Showing posts with label veterans crisis line. Show all posts
Showing posts with label veterans crisis line. Show all posts

Tuesday, April 14, 2020

Veterans in Crisis: Isolation blend of fear and hope

Rise in veterans seeking help, a good sign

Wounded Times
Kathie Costos
April 14, 2014

When the number of veterans committing suicide goes up, it shows that they did not get the help they needed to want to stay alive. We have seen that for decades, but it got worse as more and more people were doing more to take advantage of the situation than change it for the better.

In a way, it is like a miracle happening and I have hope!

The time has finally come when all the people out there who have been raising funds to let veterans know they are killing themselves have stopped their stunts. Now maybe veterans are able to hear that real help is out there.

The blessing in all of this is that a lot of people are stepping up to make a difference and veterans are responding. They are aware they do not have to fight the battle against PTSD alone.

Virtual mental health care for veterans up more than 200% amid COVID-19

by News 4-Fox 11 Digital Team
April 13th 2020
RENO, Nev. (News 4-Fox 11) — The U.S. Department of Veterans Affairs (VA) said they have seen an increase in virtual mental healthcare use due to COVID-19.

According to the VA, there was a 70 percent increase in veterans using VA Video Connect for their appointments. They also saw mental health calls jumped more than 200 percent in March, compared to February.

Veterans groups step up efforts to help with coronavirus financial challenges and isolation

Military Times
Leo Shane III
April 14, 2020
A member of the American Legion salutes as group members retire flag displays after a memorial service held at the Lewis and Clark Interpretive Center in Ilwaco, Washington on Jan. 11, 2020. (Petty Officer 1st Class Levi Read/Coast Guard)
Similarly, this week officials from the American Legion reconfigured their Buddy Check program launched last year to refocus on the current pandemic. Local posts are being tasked with outreach to veterans throughout their communities, to ensure individuals are healthy and still connected despite illness-mandated isolation.

“Legionnaires are using the phone, email and social media to safely find out how these veterans are doing and what we can do to help them,” American Legion National Commander James W. “Bill” Oxford said in a statement.

Wednesday, March 25, 2020

Increase in calls to Veterans Crisis Line during COVID-19 isolation

Wounded Times saw this one coming!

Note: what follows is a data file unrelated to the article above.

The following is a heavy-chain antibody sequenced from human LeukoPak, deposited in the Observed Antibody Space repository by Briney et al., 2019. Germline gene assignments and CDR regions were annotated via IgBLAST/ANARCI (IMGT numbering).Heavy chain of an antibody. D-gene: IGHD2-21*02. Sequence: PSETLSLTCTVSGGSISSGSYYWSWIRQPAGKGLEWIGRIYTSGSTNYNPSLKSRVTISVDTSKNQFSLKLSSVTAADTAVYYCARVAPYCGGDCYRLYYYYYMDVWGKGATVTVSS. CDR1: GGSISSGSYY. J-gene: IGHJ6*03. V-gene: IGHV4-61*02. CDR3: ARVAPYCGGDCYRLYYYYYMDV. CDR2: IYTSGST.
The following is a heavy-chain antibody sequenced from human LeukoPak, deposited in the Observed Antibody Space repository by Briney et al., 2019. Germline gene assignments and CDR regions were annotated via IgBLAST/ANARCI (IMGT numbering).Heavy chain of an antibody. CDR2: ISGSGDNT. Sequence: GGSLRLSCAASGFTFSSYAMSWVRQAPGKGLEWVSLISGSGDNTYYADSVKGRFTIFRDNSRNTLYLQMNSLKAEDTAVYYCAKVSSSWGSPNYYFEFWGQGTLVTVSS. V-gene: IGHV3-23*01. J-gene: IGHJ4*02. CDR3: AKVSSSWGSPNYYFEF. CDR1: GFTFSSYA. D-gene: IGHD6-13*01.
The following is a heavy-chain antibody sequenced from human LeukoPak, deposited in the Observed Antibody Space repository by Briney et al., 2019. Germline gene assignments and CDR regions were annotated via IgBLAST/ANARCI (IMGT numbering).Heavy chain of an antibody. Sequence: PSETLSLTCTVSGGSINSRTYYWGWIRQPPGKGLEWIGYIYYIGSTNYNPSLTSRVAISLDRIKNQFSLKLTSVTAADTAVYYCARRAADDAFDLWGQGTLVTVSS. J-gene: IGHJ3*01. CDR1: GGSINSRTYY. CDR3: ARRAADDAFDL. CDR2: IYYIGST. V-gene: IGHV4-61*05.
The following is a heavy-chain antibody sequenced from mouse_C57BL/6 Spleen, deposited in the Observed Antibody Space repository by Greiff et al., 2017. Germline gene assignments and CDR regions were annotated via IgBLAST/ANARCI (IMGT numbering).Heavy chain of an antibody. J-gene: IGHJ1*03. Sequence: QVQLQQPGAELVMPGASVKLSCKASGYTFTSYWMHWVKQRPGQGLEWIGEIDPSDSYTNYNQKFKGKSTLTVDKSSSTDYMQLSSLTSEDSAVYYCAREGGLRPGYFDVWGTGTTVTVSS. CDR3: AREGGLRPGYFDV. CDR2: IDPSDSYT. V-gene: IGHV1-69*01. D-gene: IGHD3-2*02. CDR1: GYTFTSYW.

Pandemic prompts an increase in calls to Veterans Crisis Line

Published: March 24, 2020

“We are highly concerned over the likelihood the suicide crisis is deepening,” said Joe Chenelly, national executive director of AMVETS. "The combination of required physical isolation, the worry about getting sick, and the economic turbulence has the potential to be devastating.”
WASHINGTON — Calls to the Veterans Crisis Line have increased since the coronavirus pandemic hit the United States, the Department of Veterans Affairs confirmed Monday.

The crisis line, a suicide prevention tool for veterans and their families, has experienced a 12% increase in call volume, VA Secretary Robert Wilkie told veterans organizations on a call Sunday. About 20% of recent calls to the hotline were related to the pandemic, the VA press secretary confirmed.
The VA posted to its website a list of recommendations for veterans who are anxious about the pandemic. They suggested staying connected with friends and family over the phone and on social media, meditating, reducing their news consumption before going to sleep, doing activities they enjoy, focusing on what they can control, eating a balanced diet and exercising, among other things. read it here
And here is the post, Isolated veterans need help during COVID-19

Tuesday, February 25, 2020

Suicidal Veteran called crisis line from Texas...Police dispatched to veteran in Maine?

I-Team: Suicidal Texas veteran left waiting as crews are dispatched to a house in Maine

by Jon Chrisos
February 24th 2020
In this case, the text actually came from someone in Texas who's now using the number Greg used when he lived in El Paso years ago.
NATIONWIDE (WGME) - The I-Team discovers a nationwide problem with the suicide hotline intended to help our heroes and their families when they're in crisis.

Every day hundreds of veterans call or text the Veterans Crisis Line.

VCL is a key piece of the federal government's suicide prevention efforts, but when minutes matter we found a flaw leaving emergency responders struggling to find the person crying out for help.

"It was just before midnight, we were in bed sleeping," said Rebecca Cumming's who got a terrifying wake-up call when two police officers showed up at her home in Windham.

Cummings is a former solder, Army wife, and now military mom.

"I honestly thought they were here to talk about my son who's away at basic training. If the police are at your door in the middle of the night and you didn't call them and there's nothing going on it's usually pretty bad news," she said.

But instead, according to a police report obtained by the I-Team, police were dispatched to the home by the Veterans Crisis Line "for the report of a suicide attempt."

The text to the hotline suggested "the person was feeling suicidal, had a plan, and wanted to act on that plan tonight."
read it here

Friday, January 17, 2020

Vietnam veteran James Nicoletti called crisis line...and blue angels showed up!

Vietnam War veteran gets unexpected help from Berwyn community after calling crisis hotline

ABC 7 News
By Cate Cauguiran
January 16, 2020

CHICAGO (WLS) -- A Vietnam War veteran got help from an unexpected source when he needed it the most.